Pretty much all I wanted from this film was banter. A contrived plot featuring a creepy, yet probably not supernatural cult won’t bother me, as long as there is witty banter. Holmes and Watson are friends, they solve mysteries. They’re like Bruce Willis and Samuel L. Jackson, except they live together, like a Die Hard sitcom.

So, there is this creepy, supernatural cult, who want to conquer the United States or something, because those Revolutionary war wounds dealt to the British pride are still festering 115 years later. Basically, madness ensues, Holmes has a lover’s spat with Watson, gets high, reunites with Watson, solves mystery…(spoiler: The cult wasn’t really supernatural. That was a shocking twist.) There are some women who seem to play no real role except to keep the men straight. Ending is left open for sequels.

Sherlock Holmes wasn’t a bad action flick, even with the incoherent mystery plot, but it wasn’t what I wanted from the series. That’s not to say there were no redeeming features, namely, a built and topless Robert Downey Jr, without that glowy-blue Iron Man thing stuck in his chest. But ultimately the film was too into its own anachronistic, steam-punky, Victorian England, and filled the screen with explosions and chases with no real reason why.

The Quick and the Dead (1995) ***

Sam Rami’s darkly humorous throwback to the spaghetti westerns of the mid 60’s has all the essential characters: the evil overlord of the town, the young hotshot gunslinger, the killer-turned-preacher, and the nameless gunfighter who rides into town with a score to settle. It takes the mythic elements of prior films and reduces them to the bare-bones; most of the characters don’t have first names, only titles or nicknames. The characters are fairly one dimensional, and the plot is simple, but the film is having so much fun incorporating elements of the spaghetti westerns that it draws you in too, and you can’t help but enjoy yourself.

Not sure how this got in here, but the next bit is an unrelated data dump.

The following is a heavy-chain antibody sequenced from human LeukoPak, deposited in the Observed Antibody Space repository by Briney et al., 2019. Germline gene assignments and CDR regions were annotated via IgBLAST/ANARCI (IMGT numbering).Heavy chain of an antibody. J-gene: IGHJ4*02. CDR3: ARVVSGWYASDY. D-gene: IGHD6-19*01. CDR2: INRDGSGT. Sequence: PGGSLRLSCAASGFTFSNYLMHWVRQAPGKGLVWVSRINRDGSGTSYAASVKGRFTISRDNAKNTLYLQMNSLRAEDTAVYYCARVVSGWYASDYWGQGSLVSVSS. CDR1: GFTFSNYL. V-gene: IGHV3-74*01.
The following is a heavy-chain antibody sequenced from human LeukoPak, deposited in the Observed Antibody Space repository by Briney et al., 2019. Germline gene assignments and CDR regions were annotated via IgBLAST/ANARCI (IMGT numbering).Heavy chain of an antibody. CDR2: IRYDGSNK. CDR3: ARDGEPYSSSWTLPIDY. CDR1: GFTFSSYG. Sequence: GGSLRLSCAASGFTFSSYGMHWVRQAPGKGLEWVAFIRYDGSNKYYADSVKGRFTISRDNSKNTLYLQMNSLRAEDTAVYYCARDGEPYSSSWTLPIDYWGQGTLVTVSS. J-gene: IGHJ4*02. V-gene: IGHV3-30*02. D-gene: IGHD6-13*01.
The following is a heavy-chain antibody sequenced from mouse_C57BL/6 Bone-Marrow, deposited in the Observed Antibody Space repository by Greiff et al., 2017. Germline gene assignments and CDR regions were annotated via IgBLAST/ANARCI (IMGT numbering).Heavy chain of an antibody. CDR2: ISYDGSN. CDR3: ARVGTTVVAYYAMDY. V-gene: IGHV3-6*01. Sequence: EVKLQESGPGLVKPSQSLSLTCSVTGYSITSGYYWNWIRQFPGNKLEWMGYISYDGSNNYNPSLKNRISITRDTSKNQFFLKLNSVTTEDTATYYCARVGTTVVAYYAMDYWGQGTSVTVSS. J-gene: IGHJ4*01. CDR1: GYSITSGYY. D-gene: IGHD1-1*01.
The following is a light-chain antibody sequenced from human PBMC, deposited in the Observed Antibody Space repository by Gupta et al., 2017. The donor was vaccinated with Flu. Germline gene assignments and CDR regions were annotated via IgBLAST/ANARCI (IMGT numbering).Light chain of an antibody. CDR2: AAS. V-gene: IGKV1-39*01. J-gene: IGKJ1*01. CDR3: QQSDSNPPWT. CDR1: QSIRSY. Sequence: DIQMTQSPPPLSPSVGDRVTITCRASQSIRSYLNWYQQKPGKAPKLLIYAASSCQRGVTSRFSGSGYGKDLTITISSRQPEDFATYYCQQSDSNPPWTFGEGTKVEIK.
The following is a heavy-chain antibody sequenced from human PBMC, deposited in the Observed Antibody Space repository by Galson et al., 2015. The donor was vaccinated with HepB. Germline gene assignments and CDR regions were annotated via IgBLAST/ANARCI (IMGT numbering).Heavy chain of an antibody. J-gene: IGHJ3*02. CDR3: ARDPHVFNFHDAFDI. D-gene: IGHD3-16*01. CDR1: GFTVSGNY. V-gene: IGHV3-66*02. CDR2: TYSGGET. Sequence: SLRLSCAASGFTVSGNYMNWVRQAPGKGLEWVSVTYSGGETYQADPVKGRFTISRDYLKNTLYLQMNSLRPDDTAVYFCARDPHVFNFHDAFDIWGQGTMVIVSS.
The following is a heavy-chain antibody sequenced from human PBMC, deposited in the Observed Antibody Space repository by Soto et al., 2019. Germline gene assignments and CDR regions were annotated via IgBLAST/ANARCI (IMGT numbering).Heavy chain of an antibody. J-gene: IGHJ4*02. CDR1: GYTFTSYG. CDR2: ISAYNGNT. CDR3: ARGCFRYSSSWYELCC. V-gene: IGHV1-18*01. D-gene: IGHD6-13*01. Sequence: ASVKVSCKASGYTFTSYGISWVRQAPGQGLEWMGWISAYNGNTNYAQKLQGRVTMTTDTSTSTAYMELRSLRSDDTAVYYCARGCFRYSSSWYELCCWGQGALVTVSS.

Gene Hackman plays Herod, the ruthless gunfighter who “owns this town,” and in return for his “protection, the town is allowed to live.” He is running a quick-draw contest, with a large cash prize. Also competing are his son, the “Kid” (DiCaprio), who yearns for his father’s respect, his ex-partner Cort (Crowe), who gave up a life of violence to become a preacher, and is being violently coerced into participating, the “Lady” (Stone), who has an old score to settle with Herod, and an assortment of other gunfighters, from suave gentlemen gamblers to filthy ex-convicts. Montages ensue, with close ups of eyes, guns, and the clock-tower that marks the start of duels. Throughout, a score reminiscent of “The Good, The Bad, and the Ugly” serenades us, complete with whip cracks for percussion. Slowly, as gunfighters are eliminated from the contest, the Lady’s past wrong suffered at the hands of Herod begins to emerge.